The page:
The European Investment Bank plans to increase support for economically weaker EU regions, while focusing on the transition towards a low-carbon economy. With cohesion, climate change must go hand-in-hand.

Many of Europe’s poorer regions are among those most exposed to the impacts of climate change. But they also face possible negative consequences from the transition to the green, zero-emission, digital economy that we need to counter global warming. In the South, higher temperatures in already warm European countries such as Greece, Spain and Italy, will affect agriculture and increase the frequency and intensity of natural disasters, like the wildfires that caused such devastation this summer. The shift away from coal, which is essential to reducing our emissions of climate changing CO2, will hit many coal-dependent regions in the East, communities and industries in countries like Poland and my native country Bulgaria, particularly hard.

Faced with this double bind, we need to focus investment in these countries on building a new kind of economy that’s sustainable. Much of the investment in the poorer countries of the European Union has historically been in infrastructure, such as highways and railways, to promote growth through easier trade. But the way we invest needs to evolve if we are to confront the existential threat of climate change and transition to a modern, digital, low-carbon economy in a fair way. We will not achieve our climate goals unless we help everyone deal with the costs of the green transition and we must address the relative paucity of climate and sustainability investment in our economically weaker regions.

This is why the European Investment Bank is rethinking its approach and releasing a new orientation paper on its investments in the European Union’s cohesion regions. Our ambition is to raise the amount we lend in these regions to 45% of our total. At the same time, we are also expanding our support to include all regions whose economic development is below the EU average.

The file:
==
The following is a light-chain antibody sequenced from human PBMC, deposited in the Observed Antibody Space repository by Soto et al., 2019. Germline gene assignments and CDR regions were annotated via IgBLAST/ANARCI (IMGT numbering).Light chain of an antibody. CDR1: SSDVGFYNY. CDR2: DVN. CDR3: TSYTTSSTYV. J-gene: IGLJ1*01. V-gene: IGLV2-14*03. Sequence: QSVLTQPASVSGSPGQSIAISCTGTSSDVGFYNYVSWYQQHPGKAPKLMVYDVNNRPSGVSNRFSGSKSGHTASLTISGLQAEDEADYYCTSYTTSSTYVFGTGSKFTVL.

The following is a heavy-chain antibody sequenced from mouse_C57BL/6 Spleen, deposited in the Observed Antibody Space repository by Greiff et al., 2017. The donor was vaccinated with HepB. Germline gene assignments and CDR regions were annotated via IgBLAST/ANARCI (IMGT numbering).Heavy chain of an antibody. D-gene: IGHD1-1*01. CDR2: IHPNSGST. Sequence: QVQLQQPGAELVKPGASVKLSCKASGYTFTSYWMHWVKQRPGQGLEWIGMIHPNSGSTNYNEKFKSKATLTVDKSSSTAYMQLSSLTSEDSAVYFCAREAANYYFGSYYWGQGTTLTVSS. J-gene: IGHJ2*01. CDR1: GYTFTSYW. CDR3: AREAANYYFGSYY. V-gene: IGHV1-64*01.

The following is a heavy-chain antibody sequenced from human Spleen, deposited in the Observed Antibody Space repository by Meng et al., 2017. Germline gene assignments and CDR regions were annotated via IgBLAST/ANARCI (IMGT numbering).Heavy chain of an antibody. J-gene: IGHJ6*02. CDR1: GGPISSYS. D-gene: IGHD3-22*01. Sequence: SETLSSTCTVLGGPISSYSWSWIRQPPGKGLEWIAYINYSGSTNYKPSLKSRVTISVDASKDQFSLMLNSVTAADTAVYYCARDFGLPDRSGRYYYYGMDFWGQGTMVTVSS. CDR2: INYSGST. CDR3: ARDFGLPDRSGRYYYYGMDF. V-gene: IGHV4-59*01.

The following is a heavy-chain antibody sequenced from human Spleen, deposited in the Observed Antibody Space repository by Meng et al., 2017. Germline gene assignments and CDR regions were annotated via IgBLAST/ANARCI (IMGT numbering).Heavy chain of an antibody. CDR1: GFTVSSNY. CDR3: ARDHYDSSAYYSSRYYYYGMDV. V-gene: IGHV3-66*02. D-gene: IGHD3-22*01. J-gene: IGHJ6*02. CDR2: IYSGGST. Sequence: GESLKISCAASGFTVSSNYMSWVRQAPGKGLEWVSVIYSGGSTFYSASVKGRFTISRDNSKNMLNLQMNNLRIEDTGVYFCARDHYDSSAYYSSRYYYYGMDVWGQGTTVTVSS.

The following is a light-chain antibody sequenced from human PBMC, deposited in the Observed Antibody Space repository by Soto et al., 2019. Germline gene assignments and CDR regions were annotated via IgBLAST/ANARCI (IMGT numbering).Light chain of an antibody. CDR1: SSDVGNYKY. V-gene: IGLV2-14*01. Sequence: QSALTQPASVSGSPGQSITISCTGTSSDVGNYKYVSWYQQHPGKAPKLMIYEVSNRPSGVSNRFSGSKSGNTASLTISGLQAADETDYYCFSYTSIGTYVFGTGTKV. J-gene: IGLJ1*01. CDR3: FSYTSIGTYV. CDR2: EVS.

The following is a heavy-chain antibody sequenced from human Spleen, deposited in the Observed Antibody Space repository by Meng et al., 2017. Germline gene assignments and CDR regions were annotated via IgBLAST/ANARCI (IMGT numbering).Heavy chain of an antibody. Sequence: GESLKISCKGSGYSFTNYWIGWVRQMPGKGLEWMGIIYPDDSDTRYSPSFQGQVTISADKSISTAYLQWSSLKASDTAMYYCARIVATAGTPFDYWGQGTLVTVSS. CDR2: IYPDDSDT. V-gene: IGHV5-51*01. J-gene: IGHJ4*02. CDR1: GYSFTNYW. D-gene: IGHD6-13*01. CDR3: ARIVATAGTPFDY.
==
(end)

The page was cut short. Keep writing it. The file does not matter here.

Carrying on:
Using public finance to draw the EU closer together is one of the EIB’s founding missions. Over the course of the EU’s last seven-year budget period (2014-2020), projects in cohesion regions accounted for as much as 30% of EIB lending (€124 billion), and those investments paid off handsomely. Our internal models show that our lending in cohesion regions over this period will boost growth by at least a half of one percentage point and employment by at least two tenths of a percentage point each year—for the next thirty years!

I have seen the powerful impact that cohesion policies can have on regional communities first-hand through my previous experience as a minister of regional development and head of the managing authority for regional development in Bulgaria. Financial instruments, like those implemented with EIB support, enhance and accelerate investment. This was the case with the JESSICA initiative (Joint European Support for Sustainable Investment in City Areas) which was one of the first such instruments developed by the European Commission and implemented by the Member States with the support of EIB. Today, the EIB Group is also providing financial and advisory capacity to support member states in the efficient and sustainable implementation of the Recovery and Resilience Facility and the Just Transition Mechanism.